“Shit, shit, shit, shit, SHIT, SHIT!”
I looked behind me. A massive wall of hail was raining down 100 feet behind me. It was getting closer and closer by the second. More stray hail zipped by me in fast bullets.
I looked for a place to hide. No trees. Just rock walls without any covering.
I jumped into the mud plain, off the trail, and ran to the nearest rock spire. Just as I went behind it, the wall of ice passed over. I put my arms over my head and braced for the worst.
Baseball sized hail covered the mountains and mud plain. It went looking like summer to winter in a matter of seconds. I was pummeled by hail, but not as much had I not been behind the wall. My arms were bleeding. I took one on the neck, bled instantly. My shins were bashed. One got me on my big toe.
I was screaming “NO! AH! NO!!! STOP!!!! STOP!!!”
After three agonizing minutes, the hail let up, and turned to the coldest torrential rain I’ve ever felt. Immediately, rivers rushed down the sides of the mountains and filled the mud plain with ice cube floating water. I was up to my shins in ice cooler water.
Thankfully, the rain dissipated after 10 minutes. I walked out and looked at myself. Both of my arms were bleeding and sore. I had rips in my shorts, I was soaking wet.
That’s when the phone rang. It was my girlfriend calling back.
“Hey, so I think it’s heading your way. I think it’s red on the Doppler. That means bad, right?”
The phone died.
I looked up and noticed a nasty, thick fog coming in. Before the storm, it had been 90 degrees. Now, it was 50. I realized that the fog was going to cover up the trail markers. A trail I wasn’t even on at the time.
I staggered in the direction of the trail. The mud plain floor started to crack underneath my feet, water rushing into newly formed chasms. I got a firsthand look at how the fucking Badlands were formed. No Visitor Center exposition necessary. The mountains, the mud, were eroding around me. I had to jump over these new canyons, canyons I would’ve met certain death inside, as they were rushing to the edge of the cliff shelf to the south of me.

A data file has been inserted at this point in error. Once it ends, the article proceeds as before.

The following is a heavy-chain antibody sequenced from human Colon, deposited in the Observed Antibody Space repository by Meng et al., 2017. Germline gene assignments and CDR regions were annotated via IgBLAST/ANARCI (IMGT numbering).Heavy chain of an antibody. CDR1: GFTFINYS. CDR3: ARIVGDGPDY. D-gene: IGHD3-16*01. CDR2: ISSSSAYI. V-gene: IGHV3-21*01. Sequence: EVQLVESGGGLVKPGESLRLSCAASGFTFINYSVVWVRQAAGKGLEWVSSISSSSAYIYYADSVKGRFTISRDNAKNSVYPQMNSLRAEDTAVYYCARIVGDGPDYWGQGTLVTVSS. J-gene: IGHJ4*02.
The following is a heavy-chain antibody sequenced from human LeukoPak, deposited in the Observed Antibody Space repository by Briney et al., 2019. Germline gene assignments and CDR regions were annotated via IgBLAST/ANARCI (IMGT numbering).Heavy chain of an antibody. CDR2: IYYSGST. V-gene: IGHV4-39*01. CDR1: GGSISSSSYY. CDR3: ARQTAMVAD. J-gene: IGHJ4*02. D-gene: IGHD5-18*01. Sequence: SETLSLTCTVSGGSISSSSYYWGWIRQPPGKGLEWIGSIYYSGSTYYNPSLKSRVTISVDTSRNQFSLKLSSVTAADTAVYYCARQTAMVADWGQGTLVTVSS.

Once I found the trail, I had to rely on mere chance that I was going to find the next marker. I succeeded in doing this, thankfully.
I met one couple on this trail. They were wearing rain slickers. But they were also bleeding.
They shouted “Hey! We’re pretty stupid, aren’t we?!”
I replied, “You’re damn right! You guys okay?”
“Yeah, we’re fine. You?”
“I hope so.”
“Good luck, man.”
They were the only people out. I was alone in the fog, cold, wet and staggering.
It took me an hour and half to get out to that point from my car. It took me four hours to get back in the fog.
Upon reaching my car, I noticed that my windshield was spiderwebbed to all hell from the hail. At that point, I didn’t care. I got into my car, drove to the motel, showered, and got obliterated on Bud Light (the only beer available at the motel) while telling my story to random cowboys and vacationing dads.
This was perhaps the most ADULT experience I can imagine. Being left to my own devices, by my own choice, in the middle of nowhere, the only thinking about survival.
As I’ve gotten older, delving into the music world, I’ve realized more and more how brutal it is to be an adult. No one cares about what you do unless you give them a valuable product or service. Your family and friends care, of course. But the rest of the world, like the skies in the Badlands, cares not for that poor soul walking on the last trail in his obsessive campaign. It will rain bullets on you. Quick cunning might get that poor devil out of mortal harm, but if he fails, the world turns a blind eye to the corpse.
I thought that was a kick ass motif for an album. Raining bullets from the sky on a horde of people who had chosen to be in that situation. That’s what I’ve felt like as an adult. I chose to be in that situation in the Badlands, I put myself to the elements of chance. I made it out alive.
I choose to push on in the harsh realm of the music world. Failure rains down constantly, but I keep pushing.
Here are two songs I wrote that talks about choosing to go to that harsh realm of raining bullets. They are demos from out forthcoming record PRECLUSION II, but I figured I’d give them to you for free as a gift for having sat through this long story.